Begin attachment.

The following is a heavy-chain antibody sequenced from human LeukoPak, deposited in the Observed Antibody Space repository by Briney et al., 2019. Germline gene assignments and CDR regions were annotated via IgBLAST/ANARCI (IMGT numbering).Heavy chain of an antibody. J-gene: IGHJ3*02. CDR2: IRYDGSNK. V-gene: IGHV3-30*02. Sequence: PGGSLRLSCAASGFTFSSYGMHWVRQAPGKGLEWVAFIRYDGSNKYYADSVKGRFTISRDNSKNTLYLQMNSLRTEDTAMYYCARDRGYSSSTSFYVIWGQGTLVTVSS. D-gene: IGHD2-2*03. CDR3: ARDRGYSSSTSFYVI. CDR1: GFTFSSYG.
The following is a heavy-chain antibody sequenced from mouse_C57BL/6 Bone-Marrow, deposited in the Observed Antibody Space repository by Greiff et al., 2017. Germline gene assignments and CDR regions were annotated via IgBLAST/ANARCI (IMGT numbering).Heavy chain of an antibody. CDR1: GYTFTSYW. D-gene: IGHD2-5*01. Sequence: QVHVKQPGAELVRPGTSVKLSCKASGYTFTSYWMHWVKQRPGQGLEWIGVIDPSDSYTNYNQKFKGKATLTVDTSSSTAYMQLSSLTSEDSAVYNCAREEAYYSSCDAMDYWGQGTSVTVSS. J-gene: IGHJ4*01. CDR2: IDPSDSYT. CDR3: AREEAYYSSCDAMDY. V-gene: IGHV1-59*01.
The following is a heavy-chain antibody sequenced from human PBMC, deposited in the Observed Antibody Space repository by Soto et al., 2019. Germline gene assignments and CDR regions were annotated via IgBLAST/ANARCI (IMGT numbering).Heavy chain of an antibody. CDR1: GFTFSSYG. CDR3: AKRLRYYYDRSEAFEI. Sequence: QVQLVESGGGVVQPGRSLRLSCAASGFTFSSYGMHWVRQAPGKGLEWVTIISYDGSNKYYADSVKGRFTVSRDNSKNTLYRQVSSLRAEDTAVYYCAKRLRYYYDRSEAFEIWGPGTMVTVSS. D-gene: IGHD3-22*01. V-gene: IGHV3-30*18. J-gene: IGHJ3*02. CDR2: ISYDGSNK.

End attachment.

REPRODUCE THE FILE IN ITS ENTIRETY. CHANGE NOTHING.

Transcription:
The following is a heavy-chain antibody sequenced from human LeukoPak, deposited in the Observed Antibody Space repository by Briney et al., 2019. Germline gene assignments and CDR regions were annotated via IgBLAST/ANARCI (IMGT numbering).Heavy chain of an antibody. J-gene: IGHJ3*02. CDR2: IRYDGSNK. V-gene: IGHV3-30*02. Sequence: PGGSLRLSCAASGFTFSSYGMHWVRQAPGKGLEWVAFIRYDGSNKYYADSVKGRFTISRDNSKNTLYLQMNSLRTEDTAMYYCARDRGYSSSTSFYVIWGQGTLVTVSS. D-gene: IGHD2-2*03. CDR3: ARDRGYSSSTSFYVI. CDR1: GFTFSSYG.
The following is a heavy-chain antibody sequenced from mouse_C57BL/6 Bone-Marrow, deposited in the Observed Antibody Space repository by Greiff et al., 2017. Germline gene assignments and CDR regions were annotated via IgBLAST/ANARCI (IMGT numbering).Heavy chain of an antibody. CDR1: GYTFTSYW. D-gene: IGHD2-5*01. Sequence: QVHVKQPGAELVRPGTSVKLSCKASGYTFTSYWMHWVKQRPGQGLEWIGVIDPSDSYTNYNQKFKGKATLTVDTSSSTAYMQLSSLTSEDSAVYNCAREEAYYSSCDAMDYWGQGTSVTVSS. J-gene: IGHJ4*01. CDR2: IDPSDSYT. CDR3: AREEAYYSSCDAMDY. V-gene: IGHV1-59*01.
The following is a heavy-chain antibody sequenced from human PBMC, deposited in the Observed Antibody Space repository by Soto et al., 2019. Germline gene assignments and CDR regions were annotated via IgBLAST/ANARCI (IMGT numbering).Heavy chain of an antibody. CDR1: GFTFSSYG. CDR3: AKRLRYYYDRSEAFEI. Sequence: QVQLVESGGGVVQPGRSLRLSCAASGFTFSSYGMHWVRQAPGKGLEWVTIISYDGSNKYYADSVKGRFTVSRDNSKNTLYRQVSSLRAEDTAVYYCAKRLRYYYDRSEAFEIWGPGTMVTVSS. D-gene: IGHD3-22*01. V-gene: IGHV3-30*18. J-gene: IGHJ3*02. CDR2: ISYDGSNK.